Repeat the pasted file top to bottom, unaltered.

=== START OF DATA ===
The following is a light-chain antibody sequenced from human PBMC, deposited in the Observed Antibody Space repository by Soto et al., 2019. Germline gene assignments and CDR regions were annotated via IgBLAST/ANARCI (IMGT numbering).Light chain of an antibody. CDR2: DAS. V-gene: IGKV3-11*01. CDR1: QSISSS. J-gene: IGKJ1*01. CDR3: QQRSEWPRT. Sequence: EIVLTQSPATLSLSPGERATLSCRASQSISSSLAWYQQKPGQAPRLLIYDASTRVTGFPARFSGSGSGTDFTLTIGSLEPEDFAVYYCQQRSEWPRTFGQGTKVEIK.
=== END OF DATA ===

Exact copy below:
The following is a light-chain antibody sequenced from human PBMC, deposited in the Observed Antibody Space repository by Soto et al., 2019. Germline gene assignments and CDR regions were annotated via IgBLAST/ANARCI (IMGT numbering).Light chain of an antibody. CDR2: DAS. V-gene: IGKV3-11*01. CDR1: QSISSS. J-gene: IGKJ1*01. CDR3: QQRSEWPRT. Sequence: EIVLTQSPATLSLSPGERATLSCRASQSISSSLAWYQQKPGQAPRLLIYDASTRVTGFPARFSGSGSGTDFTLTIGSLEPEDFAVYYCQQRSEWPRTFGQGTKVEIK.